Marconi plc - Company Profile, Information, Business Description, History, Background Information on Marconi plc

One Bruton Street
London W1X 8AQ
United Kingdom

Company Perspectives:

If you could build a communications and data networking company with the ideal credentials for the Internet Age, what would it look like? It would be built on a solid foundation--a legacy of innovative thinking and individual accomplishment. It would lead the industry in Internet Age technology: optical networking, transmission and next-generation access for the New Public Network, and enterprise switching and e-commerce solutions for the Modern Enterprise. And it would have a service culture so strong that nothing would stand in the way of delivering on a commitment to a customer. It's here. Marconi plc. The legacy of Marconi, the father of modern communications. The power of Marconi Communications' and Fore Systems' technology. And the commitment to absolute reliability that thousands of customers worldwide already appreciate.

History of Marconi plc

The British company Marconi plc had been known as The General Electric Co. Ltd. (GEC) for more than 100 years before changing its name and focus in 1999. During the 20th century it grew through acquisitions to become England's leading electrical company and one of Europe's top defense electronics contractors. In the late 1990s the company divested many of its traditional businesses, culminating in the $12 billion sale of its defense electronics business to British Aerospace in 1999. At the same time it began redefining itself as an information technology (IT) company with two major acquisitions, Reltec and Fore Systems, that positioned the company to compete in the rapidly changing telecommunications industry.

19th-century Origins

Marconi's immediate predecessor, GEC, had its origins in G. Binswanger and Company, an electrical goods wholesaler established in London during the 1880s by a German immigrant named Gustav Binswanger (later changed to Byng). In 1886 Byng was joined by another German immigrant, Hugo Hirst (later Lord Hirst), who had experience with several applications of the new electrical power; he had driven an electrically powered boat on the River Thames, ridden on an electric cycle, and even developed an electric-powered dog cart for an Indian rajah. The men changed the company's name to The General Electric Apparatus Company and became wholesalers of electric products, with an eye toward someday becoming manufacturers of electric products. The following year, they issued the first electrical catalog of its kind.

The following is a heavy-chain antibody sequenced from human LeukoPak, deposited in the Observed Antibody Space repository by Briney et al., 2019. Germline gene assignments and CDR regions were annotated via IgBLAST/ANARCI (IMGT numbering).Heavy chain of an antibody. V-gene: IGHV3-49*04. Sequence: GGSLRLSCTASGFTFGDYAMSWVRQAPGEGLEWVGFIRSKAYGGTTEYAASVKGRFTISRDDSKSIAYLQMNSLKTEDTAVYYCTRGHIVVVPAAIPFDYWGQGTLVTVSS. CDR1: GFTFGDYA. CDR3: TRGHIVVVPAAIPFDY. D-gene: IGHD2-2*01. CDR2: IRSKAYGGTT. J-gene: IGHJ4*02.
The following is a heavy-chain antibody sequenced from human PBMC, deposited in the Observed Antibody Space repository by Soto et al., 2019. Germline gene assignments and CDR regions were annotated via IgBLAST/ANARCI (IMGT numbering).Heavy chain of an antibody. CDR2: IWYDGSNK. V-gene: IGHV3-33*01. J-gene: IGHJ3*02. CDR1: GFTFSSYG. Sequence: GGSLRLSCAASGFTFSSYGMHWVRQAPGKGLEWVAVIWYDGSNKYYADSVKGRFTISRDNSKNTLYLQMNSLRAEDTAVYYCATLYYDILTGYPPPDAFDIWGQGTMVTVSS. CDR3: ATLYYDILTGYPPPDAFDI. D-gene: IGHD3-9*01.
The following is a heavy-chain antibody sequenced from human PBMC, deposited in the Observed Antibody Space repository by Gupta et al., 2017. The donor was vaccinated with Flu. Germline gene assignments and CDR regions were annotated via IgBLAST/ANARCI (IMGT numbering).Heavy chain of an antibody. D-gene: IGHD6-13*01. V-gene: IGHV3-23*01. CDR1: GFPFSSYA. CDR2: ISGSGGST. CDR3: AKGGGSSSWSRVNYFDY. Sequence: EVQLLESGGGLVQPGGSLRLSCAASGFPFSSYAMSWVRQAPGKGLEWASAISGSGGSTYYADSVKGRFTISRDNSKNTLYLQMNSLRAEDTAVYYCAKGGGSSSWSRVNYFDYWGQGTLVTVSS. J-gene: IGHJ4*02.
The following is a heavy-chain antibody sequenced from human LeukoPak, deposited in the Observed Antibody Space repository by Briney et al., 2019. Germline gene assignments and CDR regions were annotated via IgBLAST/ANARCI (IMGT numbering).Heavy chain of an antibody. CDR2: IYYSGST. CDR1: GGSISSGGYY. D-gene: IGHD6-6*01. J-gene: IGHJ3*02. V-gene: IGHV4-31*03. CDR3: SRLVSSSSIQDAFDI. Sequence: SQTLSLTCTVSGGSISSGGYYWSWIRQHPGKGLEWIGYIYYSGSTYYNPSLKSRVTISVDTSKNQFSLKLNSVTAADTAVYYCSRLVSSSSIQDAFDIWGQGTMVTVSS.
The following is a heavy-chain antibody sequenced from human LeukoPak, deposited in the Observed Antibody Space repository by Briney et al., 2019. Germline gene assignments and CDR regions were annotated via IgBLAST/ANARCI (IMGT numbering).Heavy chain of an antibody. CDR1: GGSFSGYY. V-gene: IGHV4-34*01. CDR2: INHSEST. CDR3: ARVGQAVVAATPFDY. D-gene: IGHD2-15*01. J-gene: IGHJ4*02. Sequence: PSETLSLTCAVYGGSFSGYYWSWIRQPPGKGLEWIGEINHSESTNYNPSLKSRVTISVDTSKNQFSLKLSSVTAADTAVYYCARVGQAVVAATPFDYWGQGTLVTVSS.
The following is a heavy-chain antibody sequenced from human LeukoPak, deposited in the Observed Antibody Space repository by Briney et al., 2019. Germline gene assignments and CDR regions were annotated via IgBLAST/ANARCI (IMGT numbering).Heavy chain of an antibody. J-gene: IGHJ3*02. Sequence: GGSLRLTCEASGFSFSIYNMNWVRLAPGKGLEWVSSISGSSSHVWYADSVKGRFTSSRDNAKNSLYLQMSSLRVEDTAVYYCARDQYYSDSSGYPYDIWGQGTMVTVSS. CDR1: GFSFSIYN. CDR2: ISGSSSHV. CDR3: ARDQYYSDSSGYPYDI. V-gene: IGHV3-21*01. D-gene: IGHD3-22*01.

In 1888 the firm acquired its first factory, in Manchester, to manufacture telephones, electric bells, ceiling roses, and switches. In 1889 The General Electric Co. Ltd. was formed as a private company with its main office in Queen Victoria Street, London. GEC developed the use of china as an insulating material in switches and began manufacturing light bulbs in 1893. Osram, a separate company, was set up in 1909 for the manufacture of lamps.

Expansion under Lord Hirst: 1900-40s

In 1900 GEC was incorporated as a public limited company. There was a growing demand for lamps and lighting equipment, and the company expanded in England and abroad, establishing branches in Europe, Japan, Australia, South Africa, and India, with substantial export trade to South America. In 1902 GEC built its first factory, the Witton Engineering Works, near Birmingham.

During this time, GEC operated with Byng as chairman and Hirst as managing director. When Byng died in 1910, Hirst took full control as chairman and managing director until his death in 1943. Under his direction GEC became one of the major companies in the United Kingdom.

During World War I GEC produced radios, signaling lamps, and arc lamp carbons for the war effort. As a result of the heightened demand, GEC's workforce swelled to over 15,000, and the company became a major player in the electrical industry. Between the two wars GEC expanded to become an international corporation as well as a national institution in England. In 1918 GEC took over Fraser & Chalmers, a heavy engineering firm, and the following year it established Britain's first separate industrial research laboratories at Wembley, headed by Sir J.J. Thompson, a Nobel Prize-winning physicist. In 1921 the company moved its headquarters to Kingsway, London. The company kept busy during the decade supplying electrical equipment for use in Britain's National Grid, a network of power-generation stations built to meet the growing industrial and residential demand for electric power. In the 1930s, GEC began early research into television technology.

GEC grew through acquisitions, joint ventures, and expanding both its manufacturing operations overseas and its domestic branch network. The company was a major supplier of electrical and engineering products during World War II. Major contributions included the development of the cavity magnetron for radar, advances in communications technology, and the ongoing mass production of lamps and lighting equipment.